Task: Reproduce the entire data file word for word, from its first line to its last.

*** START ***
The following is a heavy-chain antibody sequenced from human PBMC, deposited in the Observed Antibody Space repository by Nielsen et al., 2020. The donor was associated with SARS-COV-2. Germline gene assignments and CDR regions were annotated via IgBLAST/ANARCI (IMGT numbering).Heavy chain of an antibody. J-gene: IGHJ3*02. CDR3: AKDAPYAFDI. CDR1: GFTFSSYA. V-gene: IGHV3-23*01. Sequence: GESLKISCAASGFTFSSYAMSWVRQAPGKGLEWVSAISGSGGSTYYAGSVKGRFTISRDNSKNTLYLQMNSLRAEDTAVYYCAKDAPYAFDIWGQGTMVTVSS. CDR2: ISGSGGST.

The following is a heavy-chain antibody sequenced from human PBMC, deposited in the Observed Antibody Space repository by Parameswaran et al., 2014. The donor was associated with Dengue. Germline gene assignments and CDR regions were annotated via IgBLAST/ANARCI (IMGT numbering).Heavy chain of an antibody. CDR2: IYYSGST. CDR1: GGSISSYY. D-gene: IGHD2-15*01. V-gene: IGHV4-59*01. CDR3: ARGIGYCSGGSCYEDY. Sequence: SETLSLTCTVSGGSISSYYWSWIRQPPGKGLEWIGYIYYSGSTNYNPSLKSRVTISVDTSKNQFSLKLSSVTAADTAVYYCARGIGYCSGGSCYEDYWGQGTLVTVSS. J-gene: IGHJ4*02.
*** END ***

The following is a heavy-chain antibody sequenced from human PBMC, deposited in the Observed Antibody Space repository by Nielsen et al., 2020. The donor was associated with SARS-COV-2. Germline gene assignments and CDR regions were annotated via IgBLAST/ANARCI (IMGT numbering).Heavy chain of an antibody. J-gene: IGHJ3*02. CDR3: AKDAPYAFDI. CDR1: GFTFSSYA. V-gene: IGHV3-23*01. Sequence: GESLKISCAASGFTFSSYAMSWVRQAPGKGLEWVSAISGSGGSTYYAGSVKGRFTISRDNSKNTLYLQMNSLRAEDTAVYYCAKDAPYAFDIWGQGTMVTVSS. CDR2: ISGSGGST.

The following is a heavy-chain antibody sequenced from human PBMC, deposited in the Observed Antibody Space repository by Parameswaran et al., 2014. The donor was associated with Dengue. Germline gene assignments and CDR regions were annotated via IgBLAST/ANARCI (IMGT numbering).Heavy chain of an antibody. CDR2: IYYSGST. CDR1: GGSISSYY. D-gene: IGHD2-15*01. V-gene: IGHV4-59*01. CDR3: ARGIGYCSGGSCYEDY. Sequence: SETLSLTCTVSGGSISSYYWSWIRQPPGKGLEWIGYIYYSGSTNYNPSLKSRVTISVDTSKNQFSLKLSSVTAADTAVYYCARGIGYCSGGSCYEDYWGQGTLVTVSS. J-gene: IGHJ4*02.